This month @ CFIR, we are doing a Core Challenge.  

What exactly is the core?

The core is made up of all the muscles in the abdomen, hips, lower back and pelvis. 

These muscles wrap around and are deep within your body. 

You could think of the core muscles like a big, strong hug, completely enveloping your trunk.

If you take away your head, arms, and legs, all that is left is your trunk. 

This is the core.  

I heard a few members chatting the other day about the core challenge. One member is participating in the challenge and the other isn’t.

They were joking around about if his 6-pack had arrived yet.  

One guy says, he wasn’t doing the challenge because, “abs are made in the kitchen,” which is true. 

You can have a six pack covered in abdominal fat and doing a few ab exercises will not eliminate that belly fat.

It takes aerobic activity to burn abdominal fat. Aerobic activity, together with a healthy diet, is how the illusive “6-pack” is developed.

But our pursuit here, developing a strong core, far surpasses a superficial 6 pack.  We are striving for something more. 

Why, exactly, are we doing a Core Challenge?

The answer is: to make your life safer, more comfortable, help eliminate pain, and to help you crush your workouts.

Ddaily activities become easier if you have core muscles working together to form a strong, stable midline. 

Any activity, ranging from specific sport to everyday life activities, will become easier with a strong core.

We can all use a strong core when it comes to heavy lifting.  Maybe you are moving furniture, lifting heavy boxes, or bringing in the groceries.  

Maybe you are a weekend tennis player or golfer.  Agility and strength are only improved by strong core muscles.

What are the benefits of a strong core?

Balance and stability -  In CrossFit, we use the term, “core to extremity movement.”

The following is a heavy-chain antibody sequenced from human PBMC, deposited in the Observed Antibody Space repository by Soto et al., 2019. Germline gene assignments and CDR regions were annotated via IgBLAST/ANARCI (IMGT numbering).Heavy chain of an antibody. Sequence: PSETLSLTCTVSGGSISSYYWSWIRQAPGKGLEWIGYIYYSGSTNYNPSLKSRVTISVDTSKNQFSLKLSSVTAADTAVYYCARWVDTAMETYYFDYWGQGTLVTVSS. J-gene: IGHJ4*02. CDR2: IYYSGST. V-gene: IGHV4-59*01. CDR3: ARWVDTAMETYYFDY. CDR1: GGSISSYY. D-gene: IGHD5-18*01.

This simply means that movement originates in the core, or from the trunk. Your trunk can be stable (strong) or unstable (weak).  You ideally want all movement to be generated from a strong, stable core.  This will create improved balance, which is crucial in everyday life in order to complete daily activities. Standing, walking, and sitting are all things we may take for granted, but are highly dependent on balance and stability.  Chores around the house, lifting, and bending are also things we do that rely on balance and stability.

Decreased Risk of Injury - Without balance and stability, we are more likely to sustain injury.  Athletes will sometimes wear belts around the waist if they are squatting heavy barbells for a bit of extra stability.  If we develop our core, we will have the advantage of a built in weight belt around our trunk, which will safeguard us from injuries as we go about our daily lives. 

Better Posture - For many, our day jobs include sitting at a desk or in front of a computer.  Poor posture can often lead to an achy lower back.  Posture is improved with strong core muscles.  When correctly engaged, proper posture can alleviate fatigue, stress, strain, and pain in the lower back.  Forward head tilt, rounded shoulders, and so many other issues could be resolved through strengthening and developing the core. 

Better workouts! - Speed, strength, agility, balance, coordination, accuracy, cardio-vascular endurance, power, endurance, and flexibility are the ten general characteristics of CrossFit.  We train, develop, and improve some or all of these characteristics each time we come to class and complete a workout.  A strong, developed core is only going to help us along, as we strive to become physically healthy, reach our goals, and develop our mental and emotional strength.

Some years ago, I stepped away from figure competitions because they focused on aesthetics instead of internal health and fitness. I developed some bad habits and thought processes by trying to attain a particular physic.

I want to live a long life full of activity and movement.  I want to experience new things, try new sports, and be as independent as possible for as long as possible.

I don’t want to look like an athlete, I want to BE an athlete. 

And athletes have strong cores.  

Having a pretty little six pack is not the end goal with the Core Challenge.  Developing our bodies into a definitive state of physical health is always the goal behind any challenge we host at CFIR.